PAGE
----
In Which One Has a Rather Swank Burger and Crisps…

Care to join me in a burger and crisps?

Care to join me in a burger and crisps?

If kurobuta is supposed to be the Rolls-Royce of pork, its equivalent in the beef side of the equation is something that has long been contested by various quarters over the passage of time.  When I was very young back in the late 1970s and early 1980s, the only good beef had to be US Prime.  Later on, upmarket Japanese restaurants began serving Kobe beef – the kind that came from thoroughly pampered steers who had beer in their diets and enjoyed regular massages.  Kobe beef eventually gave way to what is currently perceived as the beef on top: wagyu beef.

The name itself literally translates as “Japanese beef” (wa [Japan] gyu [beef]), so Kobe beef itself is, essentially, wagyu.  If you want to get really technical about it, wagyu should come from a specific breed of cattle developed by Japanese agriculturists.  Honestly, though, I’d rather not quibble about that.  But it should be noted at this point that there is locally-farmed wagyu beef here in the Philippines as Japanese cattle are being reared at the foot of Mount Kitanglad in Bukidnon and sold in Makati at a quaint little Japanese-style butcher’s shop called Kitayama Meat Shop.


Bronzed on the outside, red and rare within

However, while I’ve seen the Kitayama Meat Shop along Pasong Tamo in Makati, I’ve never actually been there.  I have, nevertheless, sampled their wagyu beef – specifically at the recently-opened Malcolm’s Burgers at the Laza Food Plaza.

If the name sounds familiar to Manila foodies, it’s a part of the same group that runs Malcolm’s, one of the more popular bespoke steak houses in Makati’s Salcedo Village.  This arm of the chain, however, doesn’t serve steaks; but, as its name so obviously suggests, specializes in burgers, sausage sarnies, and the sides that go with them.

Seeing how I was peckish, I decided to give the mushroom burger (P 120.00 each; add P 15.00 for a side order of potato chips) a try.  The burger comes smothered with sauteed mushrooms and a tangy horseradish mayo which, surprisingly, does not distract from the proper beefy tang of the patty which is cooked to a nice medium-rare: burnished outside, red within.   I wish the patty had been thicker, but at P 120.00, why complain?  Besides, the mushrooms also added some serious, meaty heft to the sandwich.

Nice and crunchy!

Nice and crunchy!

Malcolm’s has a number of nifty side dishes ranging from Buffalo wings to onion rings and standard-issue French fries.  Right now, though, if you throw in an additional P 15.00, the fry-cooks at Malcolm’s will throw in potato chips {crisps} on the side.  They’re more like  the thin-cut chips you get from a supermarket pouch, but they’re freshly cooked and are fried till bronzed over and absolutely crispy.  They’re very lightly seasoned, so the little tub of tomato ketchup works like a charm here.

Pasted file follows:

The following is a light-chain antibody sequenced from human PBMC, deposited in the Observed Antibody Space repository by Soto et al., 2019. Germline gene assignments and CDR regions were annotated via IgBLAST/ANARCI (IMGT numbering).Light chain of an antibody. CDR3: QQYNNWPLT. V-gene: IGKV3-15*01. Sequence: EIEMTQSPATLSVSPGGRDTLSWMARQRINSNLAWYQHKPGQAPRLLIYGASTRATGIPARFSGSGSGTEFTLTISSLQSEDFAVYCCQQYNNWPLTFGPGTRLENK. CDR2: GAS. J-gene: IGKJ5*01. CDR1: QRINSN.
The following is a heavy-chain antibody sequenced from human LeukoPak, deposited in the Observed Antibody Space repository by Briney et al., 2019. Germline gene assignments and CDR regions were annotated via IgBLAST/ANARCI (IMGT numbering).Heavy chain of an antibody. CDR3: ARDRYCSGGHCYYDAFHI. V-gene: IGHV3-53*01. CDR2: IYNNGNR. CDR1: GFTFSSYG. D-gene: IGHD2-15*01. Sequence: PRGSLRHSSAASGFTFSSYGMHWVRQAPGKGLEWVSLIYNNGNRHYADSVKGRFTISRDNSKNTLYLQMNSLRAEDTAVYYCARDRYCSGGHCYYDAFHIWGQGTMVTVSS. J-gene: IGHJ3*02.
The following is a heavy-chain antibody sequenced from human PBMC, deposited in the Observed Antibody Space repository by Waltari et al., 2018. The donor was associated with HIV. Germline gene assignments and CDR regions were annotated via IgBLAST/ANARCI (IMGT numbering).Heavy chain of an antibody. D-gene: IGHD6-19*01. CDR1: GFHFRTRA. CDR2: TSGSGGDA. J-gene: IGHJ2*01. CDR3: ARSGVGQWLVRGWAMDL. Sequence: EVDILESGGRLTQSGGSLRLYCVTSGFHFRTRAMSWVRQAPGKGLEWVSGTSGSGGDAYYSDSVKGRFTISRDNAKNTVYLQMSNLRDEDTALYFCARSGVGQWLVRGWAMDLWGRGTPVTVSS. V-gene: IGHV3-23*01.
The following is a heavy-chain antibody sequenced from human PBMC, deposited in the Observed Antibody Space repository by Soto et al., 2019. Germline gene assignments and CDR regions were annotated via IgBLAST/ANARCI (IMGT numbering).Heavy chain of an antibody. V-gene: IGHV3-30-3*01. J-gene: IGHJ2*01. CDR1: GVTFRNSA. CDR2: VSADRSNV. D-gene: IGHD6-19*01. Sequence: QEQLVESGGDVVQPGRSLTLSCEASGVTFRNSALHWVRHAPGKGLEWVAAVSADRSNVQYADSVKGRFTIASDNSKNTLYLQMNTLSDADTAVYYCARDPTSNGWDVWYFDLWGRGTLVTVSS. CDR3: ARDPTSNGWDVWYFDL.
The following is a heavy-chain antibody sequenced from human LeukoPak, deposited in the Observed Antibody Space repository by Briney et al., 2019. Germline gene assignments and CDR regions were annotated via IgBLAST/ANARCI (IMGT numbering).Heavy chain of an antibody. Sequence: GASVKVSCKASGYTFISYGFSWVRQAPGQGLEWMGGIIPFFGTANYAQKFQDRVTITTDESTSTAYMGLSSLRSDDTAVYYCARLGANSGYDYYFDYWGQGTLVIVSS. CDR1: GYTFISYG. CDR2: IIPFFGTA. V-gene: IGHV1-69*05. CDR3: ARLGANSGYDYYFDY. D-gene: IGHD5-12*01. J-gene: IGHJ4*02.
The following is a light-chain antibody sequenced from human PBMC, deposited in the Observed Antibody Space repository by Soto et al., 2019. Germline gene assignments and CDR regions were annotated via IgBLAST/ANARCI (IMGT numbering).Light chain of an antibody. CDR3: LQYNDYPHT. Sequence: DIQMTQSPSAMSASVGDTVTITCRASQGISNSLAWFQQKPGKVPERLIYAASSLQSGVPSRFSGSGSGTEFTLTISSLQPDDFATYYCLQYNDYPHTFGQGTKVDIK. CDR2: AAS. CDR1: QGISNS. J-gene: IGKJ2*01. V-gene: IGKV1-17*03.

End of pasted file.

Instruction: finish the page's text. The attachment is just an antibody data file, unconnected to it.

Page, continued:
It’s a trifle pricey compared to your standard-issue fast-food cow in a bun, but the quality is good and having a burger here is like giving yourself a nice little indulgence.

In Which the Blogger Enjoys Her First Mooncake of the Year…

One very early mooncake

One very early mooncake

The traditional Mid-Autumn or Mooncake Festival falls on 08th September this year and it is one of my favourite pseudo-holidays as it gives me an opportunity to enjoy one of my favourite sweets: mooncakes.

Known in Chinese as yuè bĭngthe standard-issue mooncake features a sweet, rich, thick, almost fudge-like filling usually made with lotus seed paste (lían róng), red mung bean [adzuki] paste (dòu shā) or mixed nuts (wǔ rén) encased in a chewy pastry that bakes to a rather bronzed sheen.  Of course, seeing how the crust on a standard-issue mooncake is loaded with lard and brushed with beaten eggs before baking, they can be very calorific.

Health consciousness on the part of the people of Hong Kong in the late 1990s led to the development of a new crust for mooncakes: one that was not as fattening as the original but would be every bit as delectable.  The new crusts were made with glutinous rice dough – similar to Japanese mochi – that were pressed into traditional moulds, filled with classic fillings or more outre ones such as chocolate ganache or durian paste, and frozen till firm.  These are known today as snowskin mooncakes.

It's rather pretty and you can see the flecks of rose in there if you peer at it closely

It’s rather pretty and you can see the flecks of rose in there if you peer at it closely

For this season, local Oriental bakery Eng Bee Tin (of the famed custard hopia) is offering lotus-filled snowskin mooncakes with rose petals as a treat.

Each of these snowskin beauties (P 160.00 apiece / US$ 3.68) is prettily speckled with faintly pink bits of dried rose.  But these confections are anything but dainty, seeing how these are loaded with lusciously thick and creamy lotus paste and hold a fairly large salted duck egg yolk in the centre.

I wasn't kidding about the size of the yolk within

I wasn’t kidding about the size of the yolk within

While best served cold, these are just as delicious when served at room temperature.  The taste of the rose petals is very subtle and does not distract the eater from the delightful lotus and salted duck egg at the heart of the cake.  There is none of the toasty character of traditional baked mooncakes, but this kind of cake is just as wonderful and has the added virtue of not sitting so heavily in your belly afterwards.  Definitely worth buying again in my book.  😀

As with traditional mooncakes, these are great for sharing with friends in the spirit of camaraderie and the hope of bringing sweetness into an increasingly disconcerting and embittered world.